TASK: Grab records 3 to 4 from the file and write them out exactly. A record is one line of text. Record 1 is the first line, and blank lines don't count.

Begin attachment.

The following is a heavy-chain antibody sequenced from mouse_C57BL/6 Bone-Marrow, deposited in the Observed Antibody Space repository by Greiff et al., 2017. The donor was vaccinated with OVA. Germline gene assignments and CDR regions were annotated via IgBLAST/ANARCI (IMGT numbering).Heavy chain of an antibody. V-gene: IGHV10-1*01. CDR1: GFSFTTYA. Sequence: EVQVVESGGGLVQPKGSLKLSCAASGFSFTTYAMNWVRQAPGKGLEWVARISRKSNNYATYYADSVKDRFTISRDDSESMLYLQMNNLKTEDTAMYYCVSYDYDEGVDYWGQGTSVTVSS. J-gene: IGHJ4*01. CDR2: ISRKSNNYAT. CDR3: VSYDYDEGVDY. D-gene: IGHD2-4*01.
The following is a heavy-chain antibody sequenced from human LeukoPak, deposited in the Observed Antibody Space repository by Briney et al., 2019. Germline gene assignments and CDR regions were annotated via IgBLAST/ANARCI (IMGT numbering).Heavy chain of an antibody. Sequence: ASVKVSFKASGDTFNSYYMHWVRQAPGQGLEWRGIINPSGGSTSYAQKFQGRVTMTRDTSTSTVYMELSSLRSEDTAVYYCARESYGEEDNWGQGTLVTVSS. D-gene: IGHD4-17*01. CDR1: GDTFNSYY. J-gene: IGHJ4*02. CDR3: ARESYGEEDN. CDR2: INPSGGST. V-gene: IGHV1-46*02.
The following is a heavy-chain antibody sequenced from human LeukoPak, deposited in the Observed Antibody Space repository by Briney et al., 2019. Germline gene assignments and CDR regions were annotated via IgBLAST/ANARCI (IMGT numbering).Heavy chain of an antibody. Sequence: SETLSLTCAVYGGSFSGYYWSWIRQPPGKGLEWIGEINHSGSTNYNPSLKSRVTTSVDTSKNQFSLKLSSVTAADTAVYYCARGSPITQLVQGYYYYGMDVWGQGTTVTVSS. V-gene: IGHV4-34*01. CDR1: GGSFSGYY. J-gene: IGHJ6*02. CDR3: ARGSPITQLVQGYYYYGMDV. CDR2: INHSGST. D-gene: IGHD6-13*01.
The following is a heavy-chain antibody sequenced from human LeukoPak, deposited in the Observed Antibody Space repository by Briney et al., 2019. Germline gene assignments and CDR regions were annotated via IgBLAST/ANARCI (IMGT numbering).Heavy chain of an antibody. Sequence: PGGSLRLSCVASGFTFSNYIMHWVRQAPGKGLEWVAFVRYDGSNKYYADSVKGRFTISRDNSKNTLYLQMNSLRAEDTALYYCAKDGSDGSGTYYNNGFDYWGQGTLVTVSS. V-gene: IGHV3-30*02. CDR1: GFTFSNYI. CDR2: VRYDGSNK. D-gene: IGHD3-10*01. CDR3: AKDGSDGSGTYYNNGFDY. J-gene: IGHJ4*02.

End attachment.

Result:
The following is a heavy-chain antibody sequenced from human LeukoPak, deposited in the Observed Antibody Space repository by Briney et al., 2019. Germline gene assignments and CDR regions were annotated via IgBLAST/ANARCI (IMGT numbering).Heavy chain of an antibody. Sequence: SETLSLTCAVYGGSFSGYYWSWIRQPPGKGLEWIGEINHSGSTNYNPSLKSRVTTSVDTSKNQFSLKLSSVTAADTAVYYCARGSPITQLVQGYYYYGMDVWGQGTTVTVSS. V-gene: IGHV4-34*01. CDR1: GGSFSGYY. J-gene: IGHJ6*02. CDR3: ARGSPITQLVQGYYYYGMDV. CDR2: INHSGST. D-gene: IGHD6-13*01.
The following is a heavy-chain antibody sequenced from human LeukoPak, deposited in the Observed Antibody Space repository by Briney et al., 2019. Germline gene assignments and CDR regions were annotated via IgBLAST/ANARCI (IMGT numbering).Heavy chain of an antibody. Sequence: PGGSLRLSCVASGFTFSNYIMHWVRQAPGKGLEWVAFVRYDGSNKYYADSVKGRFTISRDNSKNTLYLQMNSLRAEDTALYYCAKDGSDGSGTYYNNGFDYWGQGTLVTVSS. V-gene: IGHV3-30*02. CDR1: GFTFSNYI. CDR2: VRYDGSNK. D-gene: IGHD3-10*01. CDR3: AKDGSDGSGTYYNNGFDY. J-gene: IGHJ4*02.